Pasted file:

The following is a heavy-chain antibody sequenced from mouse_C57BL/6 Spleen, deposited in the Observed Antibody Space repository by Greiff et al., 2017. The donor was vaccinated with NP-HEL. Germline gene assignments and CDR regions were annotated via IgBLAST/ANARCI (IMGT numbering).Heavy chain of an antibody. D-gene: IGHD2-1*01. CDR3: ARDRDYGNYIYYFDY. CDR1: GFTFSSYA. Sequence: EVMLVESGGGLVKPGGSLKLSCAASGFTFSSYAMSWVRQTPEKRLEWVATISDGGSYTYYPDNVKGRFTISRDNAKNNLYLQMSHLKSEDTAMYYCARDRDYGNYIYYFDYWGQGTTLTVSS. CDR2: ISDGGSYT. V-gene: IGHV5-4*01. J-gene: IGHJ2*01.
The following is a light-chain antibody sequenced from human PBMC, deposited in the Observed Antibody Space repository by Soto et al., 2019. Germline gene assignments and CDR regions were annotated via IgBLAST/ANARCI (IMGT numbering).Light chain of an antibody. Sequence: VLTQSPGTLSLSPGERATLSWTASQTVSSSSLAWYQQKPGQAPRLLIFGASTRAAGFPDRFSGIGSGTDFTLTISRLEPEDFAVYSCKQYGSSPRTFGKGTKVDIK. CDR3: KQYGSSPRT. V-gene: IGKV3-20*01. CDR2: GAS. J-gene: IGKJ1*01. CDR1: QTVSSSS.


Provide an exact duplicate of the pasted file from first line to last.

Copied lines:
The following is a heavy-chain antibody sequenced from mouse_C57BL/6 Spleen, deposited in the Observed Antibody Space repository by Greiff et al., 2017. The donor was vaccinated with NP-HEL. Germline gene assignments and CDR regions were annotated via IgBLAST/ANARCI (IMGT numbering).Heavy chain of an antibody. D-gene: IGHD2-1*01. CDR3: ARDRDYGNYIYYFDY. CDR1: GFTFSSYA. Sequence: EVMLVESGGGLVKPGGSLKLSCAASGFTFSSYAMSWVRQTPEKRLEWVATISDGGSYTYYPDNVKGRFTISRDNAKNNLYLQMSHLKSEDTAMYYCARDRDYGNYIYYFDYWGQGTTLTVSS. CDR2: ISDGGSYT. V-gene: IGHV5-4*01. J-gene: IGHJ2*01.
The following is a light-chain antibody sequenced from human PBMC, deposited in the Observed Antibody Space repository by Soto et al., 2019. Germline gene assignments and CDR regions were annotated via IgBLAST/ANARCI (IMGT numbering).Light chain of an antibody. Sequence: VLTQSPGTLSLSPGERATLSWTASQTVSSSSLAWYQQKPGQAPRLLIFGASTRAAGFPDRFSGIGSGTDFTLTISRLEPEDFAVYSCKQYGSSPRTFGKGTKVDIK. CDR3: KQYGSSPRT. V-gene: IGKV3-20*01. CDR2: GAS. J-gene: IGKJ1*01. CDR1: QTVSSSS.